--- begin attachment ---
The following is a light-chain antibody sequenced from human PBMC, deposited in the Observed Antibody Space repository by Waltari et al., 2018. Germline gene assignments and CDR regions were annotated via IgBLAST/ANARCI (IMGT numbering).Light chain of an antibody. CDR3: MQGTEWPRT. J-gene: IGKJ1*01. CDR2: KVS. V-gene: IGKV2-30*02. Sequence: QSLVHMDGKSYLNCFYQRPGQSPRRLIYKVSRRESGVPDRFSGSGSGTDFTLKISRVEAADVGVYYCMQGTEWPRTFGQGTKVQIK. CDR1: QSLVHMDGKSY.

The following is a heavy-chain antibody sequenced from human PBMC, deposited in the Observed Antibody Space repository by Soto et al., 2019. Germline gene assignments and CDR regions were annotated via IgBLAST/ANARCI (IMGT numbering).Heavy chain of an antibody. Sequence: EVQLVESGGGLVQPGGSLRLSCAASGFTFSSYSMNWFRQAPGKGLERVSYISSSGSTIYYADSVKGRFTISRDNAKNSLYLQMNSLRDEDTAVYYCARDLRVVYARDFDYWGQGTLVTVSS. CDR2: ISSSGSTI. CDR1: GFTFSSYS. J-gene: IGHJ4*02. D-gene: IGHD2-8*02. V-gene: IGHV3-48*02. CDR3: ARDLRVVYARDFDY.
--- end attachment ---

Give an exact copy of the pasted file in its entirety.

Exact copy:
The following is a light-chain antibody sequenced from human PBMC, deposited in the Observed Antibody Space repository by Waltari et al., 2018. Germline gene assignments and CDR regions were annotated via IgBLAST/ANARCI (IMGT numbering).Light chain of an antibody. CDR3: MQGTEWPRT. J-gene: IGKJ1*01. CDR2: KVS. V-gene: IGKV2-30*02. Sequence: QSLVHMDGKSYLNCFYQRPGQSPRRLIYKVSRRESGVPDRFSGSGSGTDFTLKISRVEAADVGVYYCMQGTEWPRTFGQGTKVQIK. CDR1: QSLVHMDGKSY.

The following is a heavy-chain antibody sequenced from human PBMC, deposited in the Observed Antibody Space repository by Soto et al., 2019. Germline gene assignments and CDR regions were annotated via IgBLAST/ANARCI (IMGT numbering).Heavy chain of an antibody. Sequence: EVQLVESGGGLVQPGGSLRLSCAASGFTFSSYSMNWFRQAPGKGLERVSYISSSGSTIYYADSVKGRFTISRDNAKNSLYLQMNSLRDEDTAVYYCARDLRVVYARDFDYWGQGTLVTVSS. CDR2: ISSSGSTI. CDR1: GFTFSSYS. J-gene: IGHJ4*02. D-gene: IGHD2-8*02. V-gene: IGHV3-48*02. CDR3: ARDLRVVYARDFDY.